How emerging donors are transforming the foreign aid industry

How emerging donors are transforming the foreign aid industry

New players in development assistance

Despite signs of slowing growth, the scope and scale of emerging donor activity has increased markedly over the past few years. According to a study conducted by global development platform Devex, emerging donors could contribute close to 20 percent of total foreign aid by 2020, up from an estimated 7-10 percent in 2012.

How emerging donors are transforming the foreign aid industry

The rising dragon

With a 2013 foreign aid budget of $7.1 billion (5.93 billion euros), China is not only by far the biggest emerging donor, it's also the sixth-largest in the world. Reaching 121 countries, Beijing’s program has a clear Africa focus and is a key element of its diplomatic and economic push into the continent. Almost half of China’s overall foreign aid goes towards infrastructure projects.

How emerging donors are transforming the foreign aid industry

Sustained aid growth?

The Devex report, which surveyed nearly 1,000 development executives, says emerging donors will continue to boost their foreign aid spending over the next decade. "We are taking efforts to increase steadily the size of our ODA [Official Development Assistance] for several years," the deputy government director for ODA South Korea said in the report.

How emerging donors are transforming the foreign aid industry

United Arab Emirates on the rise

In 2013, the United Arab Emirates (UAE) recorded the largest jump in its development assistance among all donor governments — a staggering 435 percent increase. The bulk of UAE's foreign aid goes to majority-Muslim countries, particularly in the Middle East and North Africa. The Gulf State is also a major donor to humanitarian crises as far as the Philippines and the Central African Republic.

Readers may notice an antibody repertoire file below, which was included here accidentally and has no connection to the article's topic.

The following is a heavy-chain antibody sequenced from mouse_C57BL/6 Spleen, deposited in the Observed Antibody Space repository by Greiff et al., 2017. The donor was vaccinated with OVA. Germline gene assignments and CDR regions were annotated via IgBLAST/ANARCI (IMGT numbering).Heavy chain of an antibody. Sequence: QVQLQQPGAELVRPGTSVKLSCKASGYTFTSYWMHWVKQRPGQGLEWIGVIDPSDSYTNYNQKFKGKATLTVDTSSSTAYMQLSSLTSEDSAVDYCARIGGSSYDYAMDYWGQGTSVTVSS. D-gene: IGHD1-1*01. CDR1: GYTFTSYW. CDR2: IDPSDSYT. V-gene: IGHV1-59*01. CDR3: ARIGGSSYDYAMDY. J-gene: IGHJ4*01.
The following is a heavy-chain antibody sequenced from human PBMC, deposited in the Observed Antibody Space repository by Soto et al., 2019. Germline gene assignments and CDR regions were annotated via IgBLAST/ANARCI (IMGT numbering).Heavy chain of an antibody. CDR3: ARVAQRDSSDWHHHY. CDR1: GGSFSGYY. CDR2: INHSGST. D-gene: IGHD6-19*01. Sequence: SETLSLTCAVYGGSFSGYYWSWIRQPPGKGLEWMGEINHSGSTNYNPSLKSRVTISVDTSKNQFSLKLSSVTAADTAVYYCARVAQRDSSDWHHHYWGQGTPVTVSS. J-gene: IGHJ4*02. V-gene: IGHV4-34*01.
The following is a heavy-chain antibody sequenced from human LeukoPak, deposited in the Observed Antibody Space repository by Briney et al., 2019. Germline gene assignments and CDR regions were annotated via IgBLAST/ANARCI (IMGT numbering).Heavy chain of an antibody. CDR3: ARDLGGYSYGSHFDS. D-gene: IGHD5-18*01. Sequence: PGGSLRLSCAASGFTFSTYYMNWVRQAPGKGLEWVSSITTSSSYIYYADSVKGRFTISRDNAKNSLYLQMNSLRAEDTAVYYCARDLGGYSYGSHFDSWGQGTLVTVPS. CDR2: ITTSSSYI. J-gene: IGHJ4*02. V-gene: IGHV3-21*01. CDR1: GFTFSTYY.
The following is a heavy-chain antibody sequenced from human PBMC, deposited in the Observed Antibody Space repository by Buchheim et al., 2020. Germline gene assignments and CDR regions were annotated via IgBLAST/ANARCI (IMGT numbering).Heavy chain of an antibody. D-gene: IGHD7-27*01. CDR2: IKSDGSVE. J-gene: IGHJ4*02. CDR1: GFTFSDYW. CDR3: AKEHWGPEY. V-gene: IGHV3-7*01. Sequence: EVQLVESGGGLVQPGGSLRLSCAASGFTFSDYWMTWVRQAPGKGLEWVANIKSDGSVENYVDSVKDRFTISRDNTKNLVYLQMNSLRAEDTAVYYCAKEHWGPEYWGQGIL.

How emerging donors are transforming the foreign aid industry

Donor profiles: Russia and Turkey

Russia's re-emerging foreign aid program focuses on health and education and is considered a by-product of its familiarity with the medical and school systems of its development partners in the former Soviet Union. However, Western sanctions over Ukraine begin to take their toll. In Turkey, things look brighter: Ankara's ODA rose more than threefold to $3.4 billion between 2010 and 2014 alone.

How emerging donors are transforming the foreign aid industry

Changing of the guards?

The Devex report looked at funding strategies and priorities of eight emerging donors: the BRICS economies (Brazil, Russia, India, China and South Africa) as well as South Korea, the United Arab Emirates and Turkey. At the 2017 BRICS meeting last month in China, the emerging donors urged "developed countries to honor their Official Development Assistance commitments in time and in full."

How emerging donors are transforming the foreign aid industry

Focus close to home

Even as they contend that their foreign aid programs have global ambitions, emerging donors generally direct the vast majority of their funding toward neighboring regions. India, UAE and South Africa have a particularly sharp focus on their home regions. China, Russia and South Korea are the exceptions to this trend.

How emerging donors are transforming the foreign aid industry

Peace building, democracy and governance

Albeit having considerably lower aid flows than its peers, South Africa has been aggressively positioning itself as an emerging donor over the past decade, directing nearly all its budget to the continent — 70 percent alone goes towards the Southern part of Africa. According to the Devex report, priorities are peace building, democracy and governance as well as humanitarian assistance.

Since the global financial crisis, developed countries have been tightening their foreign aid spending. But BRICS countries and other rising economies are expanding the funding pie, a new report has found.

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